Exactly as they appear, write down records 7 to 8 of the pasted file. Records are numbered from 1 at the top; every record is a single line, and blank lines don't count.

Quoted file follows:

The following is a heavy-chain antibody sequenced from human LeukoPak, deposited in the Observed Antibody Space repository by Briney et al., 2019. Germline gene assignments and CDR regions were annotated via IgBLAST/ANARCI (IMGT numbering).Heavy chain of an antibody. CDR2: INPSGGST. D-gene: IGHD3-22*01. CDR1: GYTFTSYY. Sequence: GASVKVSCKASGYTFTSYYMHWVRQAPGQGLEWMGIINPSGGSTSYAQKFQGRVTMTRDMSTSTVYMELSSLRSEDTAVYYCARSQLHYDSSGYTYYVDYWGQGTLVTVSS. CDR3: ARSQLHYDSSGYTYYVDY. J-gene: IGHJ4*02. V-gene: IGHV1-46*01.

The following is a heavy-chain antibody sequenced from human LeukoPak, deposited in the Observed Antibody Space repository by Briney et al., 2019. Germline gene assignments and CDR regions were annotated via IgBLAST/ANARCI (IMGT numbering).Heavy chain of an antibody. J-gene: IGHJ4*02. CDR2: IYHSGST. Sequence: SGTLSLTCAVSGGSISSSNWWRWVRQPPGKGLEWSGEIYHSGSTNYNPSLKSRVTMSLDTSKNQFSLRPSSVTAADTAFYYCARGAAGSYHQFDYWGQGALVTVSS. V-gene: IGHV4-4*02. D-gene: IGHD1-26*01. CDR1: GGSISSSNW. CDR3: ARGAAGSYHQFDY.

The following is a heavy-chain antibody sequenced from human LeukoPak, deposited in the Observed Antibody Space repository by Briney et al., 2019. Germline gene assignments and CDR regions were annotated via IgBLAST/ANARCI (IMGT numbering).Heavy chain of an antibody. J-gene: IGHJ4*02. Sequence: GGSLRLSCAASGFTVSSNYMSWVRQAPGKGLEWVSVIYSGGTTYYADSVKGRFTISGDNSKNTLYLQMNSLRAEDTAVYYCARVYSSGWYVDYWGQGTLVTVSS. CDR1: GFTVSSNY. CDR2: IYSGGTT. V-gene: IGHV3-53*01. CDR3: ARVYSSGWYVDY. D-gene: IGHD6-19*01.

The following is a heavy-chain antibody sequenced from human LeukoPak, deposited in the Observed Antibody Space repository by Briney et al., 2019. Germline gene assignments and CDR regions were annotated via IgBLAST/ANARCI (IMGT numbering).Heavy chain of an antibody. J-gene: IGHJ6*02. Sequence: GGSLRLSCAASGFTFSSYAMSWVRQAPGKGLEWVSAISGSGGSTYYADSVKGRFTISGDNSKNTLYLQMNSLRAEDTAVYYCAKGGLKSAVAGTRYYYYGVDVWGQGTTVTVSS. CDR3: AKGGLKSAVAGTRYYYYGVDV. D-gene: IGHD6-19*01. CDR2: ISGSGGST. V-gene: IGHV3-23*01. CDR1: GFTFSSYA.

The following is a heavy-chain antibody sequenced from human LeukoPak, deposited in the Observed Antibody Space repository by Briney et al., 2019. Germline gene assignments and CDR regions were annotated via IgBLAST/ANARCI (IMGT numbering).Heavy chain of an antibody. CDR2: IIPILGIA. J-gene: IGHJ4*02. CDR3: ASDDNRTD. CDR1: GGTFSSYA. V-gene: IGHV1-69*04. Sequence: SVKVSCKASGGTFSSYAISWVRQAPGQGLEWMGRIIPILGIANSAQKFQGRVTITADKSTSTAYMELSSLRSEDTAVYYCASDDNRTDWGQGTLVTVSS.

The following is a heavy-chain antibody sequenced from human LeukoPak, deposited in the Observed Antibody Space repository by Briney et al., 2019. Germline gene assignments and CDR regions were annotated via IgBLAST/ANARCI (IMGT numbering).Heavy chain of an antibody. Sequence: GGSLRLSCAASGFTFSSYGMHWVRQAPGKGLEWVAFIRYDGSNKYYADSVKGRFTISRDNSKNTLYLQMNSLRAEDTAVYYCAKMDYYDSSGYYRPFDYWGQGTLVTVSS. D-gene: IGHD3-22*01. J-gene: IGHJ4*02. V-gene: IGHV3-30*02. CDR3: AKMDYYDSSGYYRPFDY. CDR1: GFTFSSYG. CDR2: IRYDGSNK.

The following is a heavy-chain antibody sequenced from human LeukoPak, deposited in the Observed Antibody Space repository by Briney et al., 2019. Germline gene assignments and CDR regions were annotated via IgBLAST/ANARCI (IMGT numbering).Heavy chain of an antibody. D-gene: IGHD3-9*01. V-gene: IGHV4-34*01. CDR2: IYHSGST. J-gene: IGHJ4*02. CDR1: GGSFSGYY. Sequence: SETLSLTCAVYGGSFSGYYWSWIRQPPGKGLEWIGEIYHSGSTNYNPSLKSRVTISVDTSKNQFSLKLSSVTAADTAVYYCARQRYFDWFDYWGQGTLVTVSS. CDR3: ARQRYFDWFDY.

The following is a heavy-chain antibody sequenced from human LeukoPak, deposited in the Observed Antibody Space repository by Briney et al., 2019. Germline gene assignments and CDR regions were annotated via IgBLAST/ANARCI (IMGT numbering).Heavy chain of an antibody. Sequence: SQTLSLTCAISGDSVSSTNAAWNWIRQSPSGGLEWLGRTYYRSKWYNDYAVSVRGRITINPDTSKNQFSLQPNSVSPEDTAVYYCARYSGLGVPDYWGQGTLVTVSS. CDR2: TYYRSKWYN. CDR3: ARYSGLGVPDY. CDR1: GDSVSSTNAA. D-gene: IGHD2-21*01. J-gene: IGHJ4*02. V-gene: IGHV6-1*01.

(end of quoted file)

The following is a heavy-chain antibody sequenced from human LeukoPak, deposited in the Observed Antibody Space repository by Briney et al., 2019. Germline gene assignments and CDR regions were annotated via IgBLAST/ANARCI (IMGT numbering).Heavy chain of an antibody. D-gene: IGHD3-9*01. V-gene: IGHV4-34*01. CDR2: IYHSGST. J-gene: IGHJ4*02. CDR1: GGSFSGYY. Sequence: SETLSLTCAVYGGSFSGYYWSWIRQPPGKGLEWIGEIYHSGSTNYNPSLKSRVTISVDTSKNQFSLKLSSVTAADTAVYYCARQRYFDWFDYWGQGTLVTVSS. CDR3: ARQRYFDWFDY.

The following is a heavy-chain antibody sequenced from human LeukoPak, deposited in the Observed Antibody Space repository by Briney et al., 2019. Germline gene assignments and CDR regions were annotated via IgBLAST/ANARCI (IMGT numbering).Heavy chain of an antibody. Sequence: SQTLSLTCAISGDSVSSTNAAWNWIRQSPSGGLEWLGRTYYRSKWYNDYAVSVRGRITINPDTSKNQFSLQPNSVSPEDTAVYYCARYSGLGVPDYWGQGTLVTVSS. CDR2: TYYRSKWYN. CDR3: ARYSGLGVPDY. CDR1: GDSVSSTNAA. D-gene: IGHD2-21*01. J-gene: IGHJ4*02. V-gene: IGHV6-1*01.